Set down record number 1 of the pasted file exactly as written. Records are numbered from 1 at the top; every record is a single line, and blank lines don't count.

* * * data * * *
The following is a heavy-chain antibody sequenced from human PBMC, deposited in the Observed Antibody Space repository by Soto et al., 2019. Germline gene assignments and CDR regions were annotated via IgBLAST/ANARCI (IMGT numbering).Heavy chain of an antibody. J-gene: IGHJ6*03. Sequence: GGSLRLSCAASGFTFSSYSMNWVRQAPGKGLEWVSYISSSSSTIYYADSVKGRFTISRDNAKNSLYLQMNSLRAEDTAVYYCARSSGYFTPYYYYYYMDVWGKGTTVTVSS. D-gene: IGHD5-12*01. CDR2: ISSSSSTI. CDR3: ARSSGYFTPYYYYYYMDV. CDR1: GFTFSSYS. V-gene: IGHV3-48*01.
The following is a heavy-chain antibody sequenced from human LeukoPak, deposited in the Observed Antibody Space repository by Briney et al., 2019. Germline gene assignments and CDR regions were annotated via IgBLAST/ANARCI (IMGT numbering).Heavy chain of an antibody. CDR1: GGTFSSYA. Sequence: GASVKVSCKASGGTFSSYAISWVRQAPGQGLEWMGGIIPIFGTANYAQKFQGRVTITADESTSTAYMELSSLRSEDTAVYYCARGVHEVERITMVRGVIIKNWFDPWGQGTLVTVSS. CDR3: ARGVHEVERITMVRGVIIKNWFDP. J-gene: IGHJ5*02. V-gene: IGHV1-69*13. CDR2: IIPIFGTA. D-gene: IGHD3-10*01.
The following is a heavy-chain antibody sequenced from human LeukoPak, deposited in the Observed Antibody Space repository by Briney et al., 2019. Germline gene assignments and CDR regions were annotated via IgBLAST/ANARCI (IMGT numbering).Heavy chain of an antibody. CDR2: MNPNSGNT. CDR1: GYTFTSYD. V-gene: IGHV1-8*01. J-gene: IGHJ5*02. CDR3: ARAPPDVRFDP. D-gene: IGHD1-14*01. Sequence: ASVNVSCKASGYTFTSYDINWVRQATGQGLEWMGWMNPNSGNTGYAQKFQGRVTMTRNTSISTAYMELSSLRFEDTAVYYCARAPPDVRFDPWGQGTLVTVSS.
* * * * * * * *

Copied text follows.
The following is a heavy-chain antibody sequenced from human PBMC, deposited in the Observed Antibody Space repository by Soto et al., 2019. Germline gene assignments and CDR regions were annotated via IgBLAST/ANARCI (IMGT numbering).Heavy chain of an antibody. J-gene: IGHJ6*03. Sequence: GGSLRLSCAASGFTFSSYSMNWVRQAPGKGLEWVSYISSSSSTIYYADSVKGRFTISRDNAKNSLYLQMNSLRAEDTAVYYCARSSGYFTPYYYYYYMDVWGKGTTVTVSS. D-gene: IGHD5-12*01. CDR2: ISSSSSTI. CDR3: ARSSGYFTPYYYYYYMDV. CDR1: GFTFSSYS. V-gene: IGHV3-48*01.